BRENTWOOD — Former Exeter resident June Valentine tapped one toe as she waited for her turn to don plastic gloves in the Rockingham County Nursing and Rehabilitation Center's monthly Baking Club.
The sound system in a Driscoll Building lounge blared the oldies that were "newbies" when Valentine was young. "Food and music go together," she said with a smile.
To a backdrop of classic rock, a half-dozen or more residents gather monthly to prepare cookies, cupcakes or cakes under the direction of Activities Associates Cathy DeButts and Sarah Downing. As they crack eggs, pour oil and stir, the simple motions put them in mind of earlier times with their families, while providing fresh goodies for their new friends at the center.
As she wheeled in a cart full of supplies, DeButts said while the Baking Club meets monthly, she also does baking whenever she can on the different floors. "I like giving a variety of people a chance to bake," she said. Depending on the day, she has 5 to 10 people, and they make everything from brownies to pizza. "On Pizza Day we get a lot of people who want to help," she said.
DeButts and Downing sometimes cook from scratch with their people, but also make use of mixes and other conveniences. The residents don't use knives, and the activities associates take care of putting the product in the oven.
But other than that, it's the residents' project.
"We coordinate with the seasons," DeButts said, with Christmas cookies and Thanksgiving pies. She picks blueberries at a patch near her home and brings them in.
She's pureed pumpkins for everything from the traditional pies to pumpkin whoopie pies, she said.
And she brought in some of her home-canned applesauce. "Tomorrow," she said, "one of my groups is making an applesauce spice cake."
At the end of the growing season, Downing said, volunteers bring in zucchini and yellow squash, and the residents bake up some breads. Some they eat, some they sell to raise funds for the Social Club, a group that supports charities.
"It is so good," Valentine said of the squash bread.
"Nobody has the variety we do," Valentine added. "I'm impressed with what we put out."
Valentine, James Guyette, 76, of Raymond and Vivian Aiola, 92, of Hampton Falls, pulled their wheelchairs up to the work table, and DeButts and Downing went about fitting them with plastic gloves.
"I might have trouble with this hand," Valentine said as an associate struggled with the glove. But they got it on.
When she was in her home, Aloia did a lot of baking, she said. "We made everything - cakes, apple pies with apples from Applecrest, blueberry pies with fresh blueberries. My friend and I used to go pick peaches, and make peach pies like crazy." The smell in the house, Aloia noted, was "incredible."
"I miss the smell of the food," she said.
"Next time we make pizza, you can come help me," DeButts said. "You'll love the smell."
And even mixes can produce some pleasant odors, as Downing said to Valentine, "Here's the lemon cake mix. Can you smell that lemon?"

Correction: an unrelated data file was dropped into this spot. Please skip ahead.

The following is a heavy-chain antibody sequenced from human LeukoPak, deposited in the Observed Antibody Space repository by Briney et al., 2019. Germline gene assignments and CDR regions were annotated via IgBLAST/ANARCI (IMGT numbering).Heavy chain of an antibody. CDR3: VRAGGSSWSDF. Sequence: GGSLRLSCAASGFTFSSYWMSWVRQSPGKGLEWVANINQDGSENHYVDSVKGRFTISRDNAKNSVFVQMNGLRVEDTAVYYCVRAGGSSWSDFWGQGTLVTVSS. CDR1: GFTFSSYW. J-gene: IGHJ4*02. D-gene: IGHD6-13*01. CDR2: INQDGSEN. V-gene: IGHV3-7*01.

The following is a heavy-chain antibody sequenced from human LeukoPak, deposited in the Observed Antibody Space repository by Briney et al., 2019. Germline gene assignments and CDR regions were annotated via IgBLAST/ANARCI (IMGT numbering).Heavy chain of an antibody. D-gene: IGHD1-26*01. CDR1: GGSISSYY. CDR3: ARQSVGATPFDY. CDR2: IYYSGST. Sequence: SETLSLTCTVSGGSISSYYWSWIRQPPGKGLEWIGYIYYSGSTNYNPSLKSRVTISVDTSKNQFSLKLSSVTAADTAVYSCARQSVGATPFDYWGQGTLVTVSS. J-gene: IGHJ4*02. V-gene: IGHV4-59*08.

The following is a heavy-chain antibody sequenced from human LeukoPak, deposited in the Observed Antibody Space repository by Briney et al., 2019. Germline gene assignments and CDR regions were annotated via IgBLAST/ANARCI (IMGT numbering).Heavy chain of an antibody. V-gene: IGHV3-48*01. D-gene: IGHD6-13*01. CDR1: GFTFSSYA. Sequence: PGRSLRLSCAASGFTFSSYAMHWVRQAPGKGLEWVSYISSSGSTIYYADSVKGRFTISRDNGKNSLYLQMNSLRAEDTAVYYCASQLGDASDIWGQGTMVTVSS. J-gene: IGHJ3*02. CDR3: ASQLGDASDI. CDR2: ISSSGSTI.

Aloia took the responsibility for a carrot cake, and when she couldn't comfortably reach the table, DeButts moved her out and balanced the bowl on her lap. Squinting but accurate, Aloia read the ingredients and DeButts supplied them. "It says 2/3 cup of oil," Aloia reported.
But Aloia still remembers those fresh apples, fresh pumpkins and fresh blueberries, and she teased the facilitators about the carrot cake mix. "Hey, where are the carrots?" she called out.
The carrot cake mix went into a cupcake pan, with Aloia carefully lining each well with a paper cupcake liner. The cupcakes were for the monthly residents' birthday party, and Aloia asked, "Are we gonna put candles on all of them?"
"That," Downing said, "would set the smoke alarms off."
Valentine's hand was acting up, and she winced as she tried to open a box of chocolate fudge cake mix. Downing was at her side in a minute, saying, "How about I open and you shake it into the bowl? Teamwork."
But Valentine made up for it when she cracked the eggs for the chocolate concoction. "How about that? Not one shell," she told her fellow bakers.
They measured and poured and stirred and poured again. Guyette sang along to the Beatles' "Hello Hello." The associates whisked the pans into the oven of the tiny adjacent kitchen. They took out the first cake, a lemon cake, and showed the residents their handiwork.
While Downing disappeared to wash the pots and pans, DeButts took out a variety of icing, some homemade, some canned. While they waited for the cakes to cool, she led her bakers in a discussion of what they liked to bake when they had their own homes.
And Downing scrubbed pans with a smile on her face. The baking is one of her favorite projects with residents, she said. "I love it that even if they can't physically do one part of it, we find something else for them to do." The baking brings back the joy of creativity, according to her. "And it's fun to see the finished product, and know that they helped," Downing said.
"There is," she said, "a piece for everybody."